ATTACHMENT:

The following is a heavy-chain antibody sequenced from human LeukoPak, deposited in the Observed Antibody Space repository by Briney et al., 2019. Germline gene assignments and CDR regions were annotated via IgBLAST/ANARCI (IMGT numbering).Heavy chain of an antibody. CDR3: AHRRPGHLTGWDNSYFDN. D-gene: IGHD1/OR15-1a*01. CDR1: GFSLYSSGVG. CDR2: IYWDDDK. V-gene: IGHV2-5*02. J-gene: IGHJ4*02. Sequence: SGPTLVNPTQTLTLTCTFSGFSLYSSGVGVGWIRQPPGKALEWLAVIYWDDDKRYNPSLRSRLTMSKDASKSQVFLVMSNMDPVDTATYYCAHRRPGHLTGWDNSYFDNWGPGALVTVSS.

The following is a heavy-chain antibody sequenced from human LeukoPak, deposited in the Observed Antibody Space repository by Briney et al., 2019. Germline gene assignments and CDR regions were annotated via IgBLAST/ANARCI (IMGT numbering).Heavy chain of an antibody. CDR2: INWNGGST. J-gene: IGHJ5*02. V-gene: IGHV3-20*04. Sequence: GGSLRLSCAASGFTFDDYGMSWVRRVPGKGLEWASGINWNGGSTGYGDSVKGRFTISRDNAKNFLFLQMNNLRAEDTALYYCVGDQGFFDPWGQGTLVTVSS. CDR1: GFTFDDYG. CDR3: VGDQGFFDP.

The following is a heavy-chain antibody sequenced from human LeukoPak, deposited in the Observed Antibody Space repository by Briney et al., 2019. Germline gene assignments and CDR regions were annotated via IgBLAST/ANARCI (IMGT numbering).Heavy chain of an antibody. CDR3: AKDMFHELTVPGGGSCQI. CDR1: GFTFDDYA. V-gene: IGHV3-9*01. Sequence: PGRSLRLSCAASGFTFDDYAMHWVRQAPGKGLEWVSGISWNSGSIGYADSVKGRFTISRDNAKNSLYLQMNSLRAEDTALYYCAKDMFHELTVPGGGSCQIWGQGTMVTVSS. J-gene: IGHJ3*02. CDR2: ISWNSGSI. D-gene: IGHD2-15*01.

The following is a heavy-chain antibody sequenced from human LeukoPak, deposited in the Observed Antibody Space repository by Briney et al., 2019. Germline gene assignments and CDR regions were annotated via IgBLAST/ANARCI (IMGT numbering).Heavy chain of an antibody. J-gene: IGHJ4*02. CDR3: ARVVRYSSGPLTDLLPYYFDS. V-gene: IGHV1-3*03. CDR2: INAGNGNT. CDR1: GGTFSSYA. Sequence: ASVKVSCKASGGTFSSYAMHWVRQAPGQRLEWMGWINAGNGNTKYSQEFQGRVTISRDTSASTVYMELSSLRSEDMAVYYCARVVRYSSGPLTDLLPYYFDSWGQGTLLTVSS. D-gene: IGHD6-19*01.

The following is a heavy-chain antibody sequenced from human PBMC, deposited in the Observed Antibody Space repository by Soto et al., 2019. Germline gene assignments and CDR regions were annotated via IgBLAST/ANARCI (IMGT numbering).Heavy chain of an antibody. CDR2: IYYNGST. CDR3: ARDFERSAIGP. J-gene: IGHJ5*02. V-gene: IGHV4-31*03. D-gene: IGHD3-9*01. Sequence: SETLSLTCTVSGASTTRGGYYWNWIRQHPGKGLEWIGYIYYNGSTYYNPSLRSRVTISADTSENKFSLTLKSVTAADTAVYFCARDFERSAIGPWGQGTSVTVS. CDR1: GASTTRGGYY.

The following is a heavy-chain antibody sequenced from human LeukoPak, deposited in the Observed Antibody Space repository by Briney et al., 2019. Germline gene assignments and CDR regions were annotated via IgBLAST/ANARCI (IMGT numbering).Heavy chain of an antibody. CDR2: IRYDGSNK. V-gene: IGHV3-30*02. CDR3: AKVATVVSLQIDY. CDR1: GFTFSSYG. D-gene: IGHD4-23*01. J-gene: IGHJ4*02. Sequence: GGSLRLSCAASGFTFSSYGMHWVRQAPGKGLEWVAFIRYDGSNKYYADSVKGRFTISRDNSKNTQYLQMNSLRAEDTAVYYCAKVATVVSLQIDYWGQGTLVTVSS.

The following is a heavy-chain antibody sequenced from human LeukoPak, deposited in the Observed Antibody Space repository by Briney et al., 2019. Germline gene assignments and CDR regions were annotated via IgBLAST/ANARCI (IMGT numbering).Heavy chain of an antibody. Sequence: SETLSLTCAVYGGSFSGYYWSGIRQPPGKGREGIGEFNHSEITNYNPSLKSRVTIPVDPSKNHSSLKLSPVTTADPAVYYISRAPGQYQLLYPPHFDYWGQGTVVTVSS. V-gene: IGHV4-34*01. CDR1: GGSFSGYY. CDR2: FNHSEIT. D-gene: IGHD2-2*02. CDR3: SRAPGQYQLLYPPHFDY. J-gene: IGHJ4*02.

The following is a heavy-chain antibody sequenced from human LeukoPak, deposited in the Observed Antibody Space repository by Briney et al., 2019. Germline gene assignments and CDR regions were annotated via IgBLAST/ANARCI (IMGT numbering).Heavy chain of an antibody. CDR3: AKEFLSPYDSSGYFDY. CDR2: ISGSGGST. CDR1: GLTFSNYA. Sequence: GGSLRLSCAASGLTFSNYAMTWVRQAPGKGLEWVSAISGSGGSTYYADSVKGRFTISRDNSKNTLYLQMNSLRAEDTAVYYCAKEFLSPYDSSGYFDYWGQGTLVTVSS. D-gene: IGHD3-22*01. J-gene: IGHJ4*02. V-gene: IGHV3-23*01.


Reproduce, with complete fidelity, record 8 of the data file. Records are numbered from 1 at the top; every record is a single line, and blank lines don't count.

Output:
The following is a heavy-chain antibody sequenced from human LeukoPak, deposited in the Observed Antibody Space repository by Briney et al., 2019. Germline gene assignments and CDR regions were annotated via IgBLAST/ANARCI (IMGT numbering).Heavy chain of an antibody. CDR3: AKEFLSPYDSSGYFDY. CDR2: ISGSGGST. CDR1: GLTFSNYA. Sequence: GGSLRLSCAASGLTFSNYAMTWVRQAPGKGLEWVSAISGSGGSTYYADSVKGRFTISRDNSKNTLYLQMNSLRAEDTAVYYCAKEFLSPYDSSGYFDYWGQGTLVTVSS. D-gene: IGHD3-22*01. J-gene: IGHJ4*02. V-gene: IGHV3-23*01.